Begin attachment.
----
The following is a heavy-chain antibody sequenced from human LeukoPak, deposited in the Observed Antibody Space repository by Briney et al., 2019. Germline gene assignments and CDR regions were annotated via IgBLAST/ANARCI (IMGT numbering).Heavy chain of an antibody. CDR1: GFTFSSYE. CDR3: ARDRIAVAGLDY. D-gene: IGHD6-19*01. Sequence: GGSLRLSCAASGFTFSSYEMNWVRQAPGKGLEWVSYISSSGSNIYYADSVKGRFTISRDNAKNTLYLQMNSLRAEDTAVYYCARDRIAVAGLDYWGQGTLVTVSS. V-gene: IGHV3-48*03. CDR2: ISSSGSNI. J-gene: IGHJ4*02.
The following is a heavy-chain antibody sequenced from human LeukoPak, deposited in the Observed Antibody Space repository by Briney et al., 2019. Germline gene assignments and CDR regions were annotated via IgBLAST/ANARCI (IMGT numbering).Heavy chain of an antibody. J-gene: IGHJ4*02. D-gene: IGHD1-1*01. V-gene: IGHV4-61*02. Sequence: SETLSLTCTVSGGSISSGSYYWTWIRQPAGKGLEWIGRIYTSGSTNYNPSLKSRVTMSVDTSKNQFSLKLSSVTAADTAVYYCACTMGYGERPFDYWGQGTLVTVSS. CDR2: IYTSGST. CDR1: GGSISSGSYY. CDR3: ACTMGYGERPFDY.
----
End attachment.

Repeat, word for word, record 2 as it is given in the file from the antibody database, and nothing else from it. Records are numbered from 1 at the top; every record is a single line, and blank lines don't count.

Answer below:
The following is a heavy-chain antibody sequenced from human LeukoPak, deposited in the Observed Antibody Space repository by Briney et al., 2019. Germline gene assignments and CDR regions were annotated via IgBLAST/ANARCI (IMGT numbering).Heavy chain of an antibody. J-gene: IGHJ4*02. D-gene: IGHD1-1*01. V-gene: IGHV4-61*02. Sequence: SETLSLTCTVSGGSISSGSYYWTWIRQPAGKGLEWIGRIYTSGSTNYNPSLKSRVTMSVDTSKNQFSLKLSSVTAADTAVYYCACTMGYGERPFDYWGQGTLVTVSS. CDR2: IYTSGST. CDR1: GGSISSGSYY. CDR3: ACTMGYGERPFDY.